I mentioned this in my last submission: blank screens for three days, trying like hell to write just 500 words. We were asked to read a couple of poems from “WEE-satch” and form a story around them. It fought me like a pissed off cat, but here’s the result:
“You need to let yourself get hit a few times so you can see it’s not so bad or so you can see how bad it really is.”
Those words somehow seemed to make perfect sense as Jesse stood there holding his ratty old football on the edge of the practice field. After all, his big brother Jake had said them, and he knew what he was talking about. He was the starting quarterback on the varsity team, and Jesse was certain his big brother knew everything there was to know about football.
Jake had been star athlete for as long as Jesse could remember. No matter what sport he played, he always rose to the top — baseball, basketball, soccer, wrestling — but where he truly shined was on the football field. Jake’s room was littered with trophies. He had so many Jesse was certain those gleaming gold and silver players posed at their tops were actually cast in his brother’s image. He longed to be like him, to see that pride beam in his parents’ faces, to hear the crowd roar at his latest feat. And Jesse was certain he would, too, just as soon as he got to be as big as Jake. Of course, standing there a scrawny eight-year-old, “big as Jake” still seemed like far off dream.
“Now you gotta hold that ball tight, like this,” Jake said.
Jesse snugs the ball close, trying emulate his big brother’s grasp. That the football star was giving him pointers on the sideline was something Jesse truly cherished. He hardly noticed that Jake’s friends had all quickly turned away, smirking.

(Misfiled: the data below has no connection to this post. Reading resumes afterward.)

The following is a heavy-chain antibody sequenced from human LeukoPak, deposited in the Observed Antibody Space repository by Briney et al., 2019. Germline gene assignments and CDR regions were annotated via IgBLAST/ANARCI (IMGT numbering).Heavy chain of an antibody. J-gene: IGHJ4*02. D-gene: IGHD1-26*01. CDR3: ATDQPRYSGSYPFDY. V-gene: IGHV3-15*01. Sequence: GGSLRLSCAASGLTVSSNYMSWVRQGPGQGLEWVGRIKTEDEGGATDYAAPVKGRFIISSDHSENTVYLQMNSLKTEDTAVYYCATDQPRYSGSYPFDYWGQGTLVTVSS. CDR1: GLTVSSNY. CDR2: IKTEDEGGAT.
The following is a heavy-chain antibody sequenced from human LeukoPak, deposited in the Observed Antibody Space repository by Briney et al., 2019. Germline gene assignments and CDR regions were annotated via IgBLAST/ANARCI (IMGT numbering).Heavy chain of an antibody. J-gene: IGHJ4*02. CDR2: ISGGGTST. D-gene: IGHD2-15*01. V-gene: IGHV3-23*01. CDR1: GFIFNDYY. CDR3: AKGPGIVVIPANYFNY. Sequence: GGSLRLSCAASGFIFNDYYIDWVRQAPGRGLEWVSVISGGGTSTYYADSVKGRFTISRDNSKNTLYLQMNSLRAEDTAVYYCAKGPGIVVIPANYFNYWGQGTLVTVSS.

“And you gotta crouch down low, like this…”
Jesse adjusts his stance.
“OK. You ready?”
Jesse nods, determined.
“OK. I want you to run right along this line. I’m gonna try and knock ball from you, understand?”
Jesse’s creases his forehead, focused.
Jesse sprints ahead, narrowing the yardage between him and his brother. He wants to impress him, show him that he, too, has that football gene.
He barely hears the footsteps closing in on him from behind. Suddenly, Jesse’s entire vision goes white. Something — maybe a freight train or a stray bull — apparently hit him from the side, sending him flying headlong toward the bleachers. He falls in a crumpled mess near the fence, no idea what happened to his ball. He tries to climb back up, dazed and wheezing, and looks down the field for his big brother.
Jake and his friends are doubled over in laughter. As Jesse later came to know, he wasn’t the first to have fallen for that particular trick, dirty as it was. It had been orchestrated dozens of times to little guys like him, much to the depraved amusement of the varsity squad. For Jesse, it would forever be the day his big brother lost his shine.
It was shitty thing to remember as he gazed down at his brother’s flag-draped casket.